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Immigration reform in 2017? Good luck after this campaign



Immigration reform in 2017? Good luck after this campaign

    The GOP's harsh immigration rhetoric was on stark display in Cleveland, while Democrats are sprinting in the other direction

    By Seung Min Kim
    07/23/16 08:09 AM EDT

    CLEVELAND — Three years after legislation to overhaul the nation's immigration laws passed the Senate, Democrats and Republicans could hardly be farther apart on the issue — a chasm brought into sharp relief by the parties' competing presidential platforms and by the rhetoric at the GOP convention here this week.

    Donald Trump took pains to spotlight the parents of children killed by immigrants in the country illegally, who were given coveted speaking time before a national audience. The candidate's signature border wall permeated the GOP platform.

    And in his formal convention address, Trump's tough, security-focused approach was punctuated by rowdy crowd chants of "Build the wall!"

From the article:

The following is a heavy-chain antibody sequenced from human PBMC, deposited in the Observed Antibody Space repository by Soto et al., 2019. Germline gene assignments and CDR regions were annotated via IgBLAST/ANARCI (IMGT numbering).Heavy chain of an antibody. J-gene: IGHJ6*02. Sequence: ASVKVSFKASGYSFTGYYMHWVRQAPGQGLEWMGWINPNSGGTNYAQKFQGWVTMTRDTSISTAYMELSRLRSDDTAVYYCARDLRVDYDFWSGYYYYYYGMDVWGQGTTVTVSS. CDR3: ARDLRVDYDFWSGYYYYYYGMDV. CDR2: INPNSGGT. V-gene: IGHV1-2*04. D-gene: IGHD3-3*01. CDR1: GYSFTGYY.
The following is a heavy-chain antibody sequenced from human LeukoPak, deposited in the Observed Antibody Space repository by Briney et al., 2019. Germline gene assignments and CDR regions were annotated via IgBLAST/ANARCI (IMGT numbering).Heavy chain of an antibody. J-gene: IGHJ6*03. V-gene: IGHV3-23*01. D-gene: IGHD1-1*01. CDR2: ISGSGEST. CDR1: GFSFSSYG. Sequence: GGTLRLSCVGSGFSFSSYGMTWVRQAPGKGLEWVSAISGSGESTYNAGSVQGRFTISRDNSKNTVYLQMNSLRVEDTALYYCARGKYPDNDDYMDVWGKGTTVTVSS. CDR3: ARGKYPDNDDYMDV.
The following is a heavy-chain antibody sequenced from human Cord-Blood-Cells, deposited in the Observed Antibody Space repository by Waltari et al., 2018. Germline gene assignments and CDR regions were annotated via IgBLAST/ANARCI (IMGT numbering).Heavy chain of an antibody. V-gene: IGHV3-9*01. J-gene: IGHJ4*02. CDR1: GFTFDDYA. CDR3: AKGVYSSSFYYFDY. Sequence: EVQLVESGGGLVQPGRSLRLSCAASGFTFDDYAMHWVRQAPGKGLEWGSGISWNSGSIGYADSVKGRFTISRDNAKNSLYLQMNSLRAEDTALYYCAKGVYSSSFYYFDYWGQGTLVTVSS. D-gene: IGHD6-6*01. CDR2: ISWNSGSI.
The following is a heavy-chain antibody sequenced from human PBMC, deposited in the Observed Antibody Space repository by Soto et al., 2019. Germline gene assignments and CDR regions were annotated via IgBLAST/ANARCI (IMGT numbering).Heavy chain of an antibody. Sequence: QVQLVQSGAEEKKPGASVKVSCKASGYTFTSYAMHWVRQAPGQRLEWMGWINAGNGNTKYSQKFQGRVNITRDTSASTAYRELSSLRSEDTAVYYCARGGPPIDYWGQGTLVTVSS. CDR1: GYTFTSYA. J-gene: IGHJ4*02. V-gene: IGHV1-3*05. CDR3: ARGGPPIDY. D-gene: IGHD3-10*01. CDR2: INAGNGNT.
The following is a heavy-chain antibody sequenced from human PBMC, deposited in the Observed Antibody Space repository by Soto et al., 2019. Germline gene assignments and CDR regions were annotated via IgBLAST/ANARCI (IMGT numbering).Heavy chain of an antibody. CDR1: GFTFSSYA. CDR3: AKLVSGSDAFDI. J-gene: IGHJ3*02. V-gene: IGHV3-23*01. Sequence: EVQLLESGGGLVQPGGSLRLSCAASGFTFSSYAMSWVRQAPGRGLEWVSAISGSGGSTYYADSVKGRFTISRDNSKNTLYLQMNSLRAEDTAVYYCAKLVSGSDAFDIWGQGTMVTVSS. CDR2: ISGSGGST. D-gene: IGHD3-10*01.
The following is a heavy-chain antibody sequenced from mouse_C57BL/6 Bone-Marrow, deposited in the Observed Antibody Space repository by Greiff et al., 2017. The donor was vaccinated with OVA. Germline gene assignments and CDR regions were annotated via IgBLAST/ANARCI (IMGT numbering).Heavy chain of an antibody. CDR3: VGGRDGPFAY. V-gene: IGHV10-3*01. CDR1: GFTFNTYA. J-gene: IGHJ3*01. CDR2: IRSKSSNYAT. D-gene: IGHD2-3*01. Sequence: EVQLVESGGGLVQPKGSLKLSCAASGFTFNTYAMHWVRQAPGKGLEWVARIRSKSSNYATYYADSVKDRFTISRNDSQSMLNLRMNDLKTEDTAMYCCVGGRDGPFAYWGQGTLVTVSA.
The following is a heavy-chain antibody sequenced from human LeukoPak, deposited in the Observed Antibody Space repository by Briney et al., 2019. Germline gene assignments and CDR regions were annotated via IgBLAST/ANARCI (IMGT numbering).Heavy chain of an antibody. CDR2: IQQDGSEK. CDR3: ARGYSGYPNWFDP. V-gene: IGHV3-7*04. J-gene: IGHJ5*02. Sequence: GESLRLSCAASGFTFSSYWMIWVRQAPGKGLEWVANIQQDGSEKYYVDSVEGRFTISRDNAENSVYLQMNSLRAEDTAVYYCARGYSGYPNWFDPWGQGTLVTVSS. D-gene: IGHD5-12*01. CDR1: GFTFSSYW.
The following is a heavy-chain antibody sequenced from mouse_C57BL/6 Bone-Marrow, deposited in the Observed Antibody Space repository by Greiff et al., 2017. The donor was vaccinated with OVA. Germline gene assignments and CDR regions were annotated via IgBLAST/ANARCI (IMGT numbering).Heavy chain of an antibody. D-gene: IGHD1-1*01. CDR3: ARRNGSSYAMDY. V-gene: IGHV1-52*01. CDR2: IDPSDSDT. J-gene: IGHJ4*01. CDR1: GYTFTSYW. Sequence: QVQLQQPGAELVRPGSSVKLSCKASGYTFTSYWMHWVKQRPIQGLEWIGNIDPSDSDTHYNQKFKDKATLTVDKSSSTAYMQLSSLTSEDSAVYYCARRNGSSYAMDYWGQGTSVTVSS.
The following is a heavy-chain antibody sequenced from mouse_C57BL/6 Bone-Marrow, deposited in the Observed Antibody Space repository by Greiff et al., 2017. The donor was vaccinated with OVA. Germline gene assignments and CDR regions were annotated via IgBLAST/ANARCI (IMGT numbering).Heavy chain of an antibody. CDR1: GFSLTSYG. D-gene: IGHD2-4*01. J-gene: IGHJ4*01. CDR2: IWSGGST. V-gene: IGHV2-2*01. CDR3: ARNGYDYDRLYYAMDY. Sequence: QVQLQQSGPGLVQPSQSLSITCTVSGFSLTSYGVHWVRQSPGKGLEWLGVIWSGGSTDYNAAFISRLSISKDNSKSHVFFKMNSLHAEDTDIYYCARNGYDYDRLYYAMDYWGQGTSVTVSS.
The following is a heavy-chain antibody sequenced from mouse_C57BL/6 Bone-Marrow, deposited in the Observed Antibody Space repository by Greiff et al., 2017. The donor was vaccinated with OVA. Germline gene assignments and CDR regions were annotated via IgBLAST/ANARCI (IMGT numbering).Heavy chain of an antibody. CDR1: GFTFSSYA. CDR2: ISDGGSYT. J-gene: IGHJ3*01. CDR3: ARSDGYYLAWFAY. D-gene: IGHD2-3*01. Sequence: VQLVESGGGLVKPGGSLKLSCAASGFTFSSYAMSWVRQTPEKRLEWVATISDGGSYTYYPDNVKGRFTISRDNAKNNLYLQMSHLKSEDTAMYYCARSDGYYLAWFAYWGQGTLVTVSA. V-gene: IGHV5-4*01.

--- Quote --- Polling on immigration paints a public that appears to favor a comprehensive approach that mirrors legislation written by the "Gang of Eight" senators more than three years ago.

A Gallup Poll released Thursday underscores the divide. It showed 84 percent of U.S. adults favor a pathway to citizenship for immigrants here illegally as long as they met a series of requirements. Just a third support building a wall along the southern U.S. border.

Even among Republicans, the pathway to citizenship is more popular than a border wall.
--- End quote ---

With Hillary moving even farther to the left than Obama on the issue of immigration reform, someone is going to have to take a leadership role in bringing both sides together to put a comprehensive plan on the president's desk.  A plan similar to the Gang of Eight or to the two plans Reid handed the Republicans ten years ago would go a long way toward resolving both the border security and the legal status of those here illegally. 

Until both sides express a willingness to sit down and work through this large but solvable problem, the status quo will continue, and the status quo benefits the Democrats with respect to the Hispanic vote.



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